Breaking the rules

Having written my last post about rules and structure, I’m now going to reply to a couple of the comments about breaking the rules. I think in any form of craft or art work breaking the rules is essential, but with some very important provisos.

First of all, you must know the rules and preferably have put them into practice before you break them. You must understand what they are there for and what the effect is of breaking them. From what little I know of art history, I think Picasso was really good at conventional painting, yet he redefined art by breaking out from the tradition at the time.

Another thing is to choose which rules to break, which really follows on from the first point. If you don’t know what the rules are, and why they are, then it will be impossible to make this choice. In my opinion, the more rules you break, the harder your readers will find it, and probably the fewer those readers will be. Your fans will probably love your work as brave and redefining genres, but there won’t be many of them! Jasper Fforde is another author I’ve read a lot of and he illustrates this point beautifully. The world he’s created in his books breaks all sorts of rules – for example his characters hop in and out of other people’s books. This means that characters from Dickens, for example, come out of books and have a life of their own in his books. But, his plots are very carefully put together. They are usually classic whodunnits with a strong detective (called Tuesday Next!) and a series of clues so that when you get to the end you have the “Oh, of course!” reaction. So he has chosen to break some fairly major rules, but he has kept some intact, and while they are successful books, they’re not exactly mainstream either.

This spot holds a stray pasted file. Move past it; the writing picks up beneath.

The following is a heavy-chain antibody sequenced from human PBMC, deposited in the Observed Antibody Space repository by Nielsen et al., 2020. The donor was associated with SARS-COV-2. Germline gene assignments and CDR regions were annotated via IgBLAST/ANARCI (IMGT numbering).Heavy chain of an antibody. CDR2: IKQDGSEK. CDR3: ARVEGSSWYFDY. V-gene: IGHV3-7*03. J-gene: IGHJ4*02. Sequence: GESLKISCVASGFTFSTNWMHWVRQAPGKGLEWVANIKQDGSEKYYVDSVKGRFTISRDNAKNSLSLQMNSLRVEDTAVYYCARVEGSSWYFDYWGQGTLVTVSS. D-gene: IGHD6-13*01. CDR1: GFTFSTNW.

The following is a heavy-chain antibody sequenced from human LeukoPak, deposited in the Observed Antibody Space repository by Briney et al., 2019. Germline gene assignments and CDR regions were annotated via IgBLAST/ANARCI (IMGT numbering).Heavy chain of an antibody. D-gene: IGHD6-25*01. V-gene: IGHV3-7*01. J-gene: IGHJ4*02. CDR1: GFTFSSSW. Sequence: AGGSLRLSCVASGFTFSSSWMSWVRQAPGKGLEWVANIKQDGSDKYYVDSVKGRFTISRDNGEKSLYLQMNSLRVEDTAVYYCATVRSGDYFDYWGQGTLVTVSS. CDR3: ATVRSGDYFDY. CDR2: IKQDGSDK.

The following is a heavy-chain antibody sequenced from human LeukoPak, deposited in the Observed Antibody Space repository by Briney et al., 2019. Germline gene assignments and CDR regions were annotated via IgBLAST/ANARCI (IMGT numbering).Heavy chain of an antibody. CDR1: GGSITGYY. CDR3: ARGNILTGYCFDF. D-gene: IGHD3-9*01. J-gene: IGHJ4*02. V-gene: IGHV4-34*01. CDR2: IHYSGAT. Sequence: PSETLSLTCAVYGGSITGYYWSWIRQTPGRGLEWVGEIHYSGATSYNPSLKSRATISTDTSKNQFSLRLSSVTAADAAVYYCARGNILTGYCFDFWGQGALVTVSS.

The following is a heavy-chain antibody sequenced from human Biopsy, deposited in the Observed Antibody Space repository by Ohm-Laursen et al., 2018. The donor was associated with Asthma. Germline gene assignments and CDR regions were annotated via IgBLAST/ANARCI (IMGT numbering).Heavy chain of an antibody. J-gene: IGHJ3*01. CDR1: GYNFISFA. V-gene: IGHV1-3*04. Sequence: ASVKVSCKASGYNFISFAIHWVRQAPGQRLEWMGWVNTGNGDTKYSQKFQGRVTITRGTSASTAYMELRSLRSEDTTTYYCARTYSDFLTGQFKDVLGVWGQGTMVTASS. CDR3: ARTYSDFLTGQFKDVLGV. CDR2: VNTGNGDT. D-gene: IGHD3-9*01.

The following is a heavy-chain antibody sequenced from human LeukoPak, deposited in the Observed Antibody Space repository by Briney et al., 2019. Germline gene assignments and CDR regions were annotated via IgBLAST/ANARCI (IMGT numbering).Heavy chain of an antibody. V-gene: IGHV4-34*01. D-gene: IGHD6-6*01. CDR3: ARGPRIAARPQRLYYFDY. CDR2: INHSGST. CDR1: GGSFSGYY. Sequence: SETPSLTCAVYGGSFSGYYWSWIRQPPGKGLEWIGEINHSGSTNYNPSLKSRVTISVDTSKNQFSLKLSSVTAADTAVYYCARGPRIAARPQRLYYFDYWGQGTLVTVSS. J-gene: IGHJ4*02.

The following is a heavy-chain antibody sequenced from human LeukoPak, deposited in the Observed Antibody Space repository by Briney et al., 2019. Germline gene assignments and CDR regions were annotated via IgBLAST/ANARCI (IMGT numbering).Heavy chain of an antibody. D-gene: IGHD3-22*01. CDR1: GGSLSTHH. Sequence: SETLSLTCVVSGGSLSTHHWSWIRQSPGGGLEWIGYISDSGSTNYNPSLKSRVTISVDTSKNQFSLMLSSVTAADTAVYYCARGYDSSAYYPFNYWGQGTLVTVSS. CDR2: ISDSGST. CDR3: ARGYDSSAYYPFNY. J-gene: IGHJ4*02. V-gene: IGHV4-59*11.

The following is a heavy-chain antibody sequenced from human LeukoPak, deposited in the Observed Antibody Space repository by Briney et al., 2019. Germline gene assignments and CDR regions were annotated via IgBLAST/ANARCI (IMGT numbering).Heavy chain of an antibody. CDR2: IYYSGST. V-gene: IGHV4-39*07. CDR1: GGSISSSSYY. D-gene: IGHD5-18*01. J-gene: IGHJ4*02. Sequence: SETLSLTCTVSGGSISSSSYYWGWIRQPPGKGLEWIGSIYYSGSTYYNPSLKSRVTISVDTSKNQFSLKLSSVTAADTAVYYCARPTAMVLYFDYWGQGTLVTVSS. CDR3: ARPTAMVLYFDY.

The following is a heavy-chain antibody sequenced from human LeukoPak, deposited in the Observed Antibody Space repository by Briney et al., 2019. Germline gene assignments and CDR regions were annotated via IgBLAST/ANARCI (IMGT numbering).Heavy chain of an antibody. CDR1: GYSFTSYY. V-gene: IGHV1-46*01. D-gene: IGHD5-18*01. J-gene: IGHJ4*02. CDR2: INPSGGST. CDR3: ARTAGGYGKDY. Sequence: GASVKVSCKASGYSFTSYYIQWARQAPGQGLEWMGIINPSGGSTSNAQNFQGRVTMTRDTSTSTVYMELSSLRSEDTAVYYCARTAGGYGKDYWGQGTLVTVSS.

To pick up on Susan’s comment, I think this illustrates the strength of plotting. If this situation had arisen in a “seat-of-the-pants” style of novel, then it could have unbalanced the whole work. But by having a written plot and synopsis, especially one that you regard as flexible, you can allow your characters their freedom to grow and change, while still keeping one eye firmly on the plot. In this way you can make sure that the whole book is still on course.

I have now got my copy of a book about plotting (I won’t mention the name here because it arrived today and I have no idea yet if it’s any good or not) and I’m already looking forward to reading it. I’m wondering if I could cut my previous novel up and rearrange it into a more pleasing plot. I also have a file of interesting ideas and characters that are waiting around for a plot as well as my WIP which may need some serious plot rescuing. If nothing else, the first few chapters need rewriting!

So I’ve got plenty of work ahead and feel quite energised about writing, especially now I’m viewing it as a craft.¬†As always I’d love to know what you think so please leave your comments below.